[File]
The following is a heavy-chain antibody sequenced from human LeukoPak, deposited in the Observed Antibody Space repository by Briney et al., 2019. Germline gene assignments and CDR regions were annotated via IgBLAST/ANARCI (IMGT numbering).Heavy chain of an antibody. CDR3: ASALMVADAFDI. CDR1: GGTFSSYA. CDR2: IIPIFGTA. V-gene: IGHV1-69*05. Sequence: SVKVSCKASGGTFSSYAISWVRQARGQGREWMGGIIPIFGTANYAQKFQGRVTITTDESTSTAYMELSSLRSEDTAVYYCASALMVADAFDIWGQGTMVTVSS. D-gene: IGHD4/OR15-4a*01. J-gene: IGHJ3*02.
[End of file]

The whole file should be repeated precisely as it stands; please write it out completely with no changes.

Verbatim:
The following is a heavy-chain antibody sequenced from human LeukoPak, deposited in the Observed Antibody Space repository by Briney et al., 2019. Germline gene assignments and CDR regions were annotated via IgBLAST/ANARCI (IMGT numbering).Heavy chain of an antibody. CDR3: ASALMVADAFDI. CDR1: GGTFSSYA. CDR2: IIPIFGTA. V-gene: IGHV1-69*05. Sequence: SVKVSCKASGGTFSSYAISWVRQARGQGREWMGGIIPIFGTANYAQKFQGRVTITTDESTSTAYMELSSLRSEDTAVYYCASALMVADAFDIWGQGTMVTVSS. D-gene: IGHD4/OR15-4a*01. J-gene: IGHJ3*02.